Udåd - Official Website


Norway Country of Origin: Norway

1. Den Evindelige Ende
2. Bakenfor Urskogens Utkant
3. Avgudsdyrker
4. Blodnatten
5. Den Virkelige Apokryf
6. Vondskapens Triumf
7. Kald Iver
8. Antropofagens Hunger

Review by Vladimir on May 25, 2024.

When it comes to black metal musicians creating side-projects within the same subgenre, I always have very mixed feelings about it because they mostly end up sounding just the same as their main band/project, if not even worse or perhaps even less interesting. This trend just pisses me off most of the time, and that's why I avoid taking a look at those other projects because of all the aforementioned reasons. However, I have made a couple of exceptions in the past, mostly because they often involve a very respected and experienced artist who knows how to do things properly. Case and point is the Norwegian black metal project Udåd, founded by Thomas Eriksen of the band Mork, whose works I've adored for some years now. Despite being a part of the same tree, Udåd is an entirely different entity on its own, and we'll get to that in a second. The self-titled debut album Udåd was released on March 15th, 2024 via Peaceville Records, and although it has been a while since it came out, it's still worth taking a look and analyzing its being as a whole.

The musical direction of Udåd is a bit more raw and necro style black metal, which still carries the atmosphere and melancholy of Mork, although presented in a much more monotone fashion. Gloom, sorrow and agony flows through the shouting vocals, backed up by slow or mid-tempo riffs and drums, which create this somewhat distorted aura painted in black and grey. The songs themselves are executed in a way that they seem like individual chapters in a story where the protagonist is constantly tormented by his demons and constantly facing difficulties, while every song presents a different kind of emotion that the character is going through at a certain stage in life. Mork's latest album Dypet was certainly more focused on emotions than all of the previous works, however, there is no denying that Udåd has a much stronger emphasis on extreme feelings that dictate the flow of every song, as if it musically represents a downward spiral where every following track is a gradual descent into madness. The biggest difference in comparison to Mork aside from the overall black metal approach, is Thomas Eriksen's vocal style, who incorporates heavy shouting vocals as opposed to the traditional harsh black metal vocals which he often used. There is much more rawness and grimness in the overall sound, which could be characterized as a what if scenario where Thomas took the other direction on the road sign instead of the one that leads to Isebakke. If Mork was Theodor Kittelsen, then Udåd is Edvard Munch.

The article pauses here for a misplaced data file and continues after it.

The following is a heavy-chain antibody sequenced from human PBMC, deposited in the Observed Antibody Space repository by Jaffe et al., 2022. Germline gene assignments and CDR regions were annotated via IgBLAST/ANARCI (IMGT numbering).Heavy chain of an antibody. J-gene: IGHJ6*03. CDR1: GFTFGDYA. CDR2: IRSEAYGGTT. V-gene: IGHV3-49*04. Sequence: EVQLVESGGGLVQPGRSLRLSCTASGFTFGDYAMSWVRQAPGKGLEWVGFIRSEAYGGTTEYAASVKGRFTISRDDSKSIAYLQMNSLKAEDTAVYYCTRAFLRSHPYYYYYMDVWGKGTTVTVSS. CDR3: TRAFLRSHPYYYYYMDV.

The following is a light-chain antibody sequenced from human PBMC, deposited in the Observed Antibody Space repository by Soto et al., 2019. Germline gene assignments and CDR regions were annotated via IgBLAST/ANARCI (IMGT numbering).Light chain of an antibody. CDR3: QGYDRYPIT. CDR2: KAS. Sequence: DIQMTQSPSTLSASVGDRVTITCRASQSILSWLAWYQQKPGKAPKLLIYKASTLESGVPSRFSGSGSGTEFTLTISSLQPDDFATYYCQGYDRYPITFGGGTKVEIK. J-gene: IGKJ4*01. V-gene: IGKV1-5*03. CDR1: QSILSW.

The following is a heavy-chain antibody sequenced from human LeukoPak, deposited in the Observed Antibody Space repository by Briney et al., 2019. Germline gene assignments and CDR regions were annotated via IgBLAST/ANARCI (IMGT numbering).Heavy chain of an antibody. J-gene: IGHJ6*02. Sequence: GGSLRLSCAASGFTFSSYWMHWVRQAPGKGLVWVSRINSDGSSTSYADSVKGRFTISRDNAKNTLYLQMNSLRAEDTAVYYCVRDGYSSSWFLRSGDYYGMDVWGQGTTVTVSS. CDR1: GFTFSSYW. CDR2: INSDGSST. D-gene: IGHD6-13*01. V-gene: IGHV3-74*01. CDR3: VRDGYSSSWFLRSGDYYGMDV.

Songwriting-wise, the album is straightforward and one-dimensional in terms of the overall execution, without relying on dynamics but still leaving enough room to add melodies and guitar solos to make it more engaging. I personally had a bit of a hard time grasping Udåd as opposed to Mork which instantly hit me when I first heard it, mostly due to the drastic sound difference, but nevertheless, I still managed to let my thoughts go and just flow with the darkness and eeriness of the songs. I appreciate the fact that Thomas was trying to go for something slightly different and much more necro in terms of the overall execution, but what I appreciate more is the fact that he didn't just make a Mork 2.0 when working on Udåd, which is often the case of many black metal musicians with multiple projects that basically sound the same. Production-wise, the album has a very necro sound with the raw buzzsaw distortion on the guitars, which was engineered by Thomas Eriksen himself, while the mixing was handled by Jack Control of Enormous Door studio.

Personally, Udåd is strange at first glance, especially when you hear the first couple of songs, but once you get used to it, you are actually going for a pretty solid raw and grim black metal ride. I am not sure if this is just meant to be a one-off album that Thomas Eriksen experimented with just for the sake of trying something different, but I would actually love to hear more in the future, and hopefully it will be further expanded with more interesting ideas. If you are into bands like Mutiilation, but you also happen to like Mork as well, you should probably take a look at Udåd.

Rating: 8 out of 10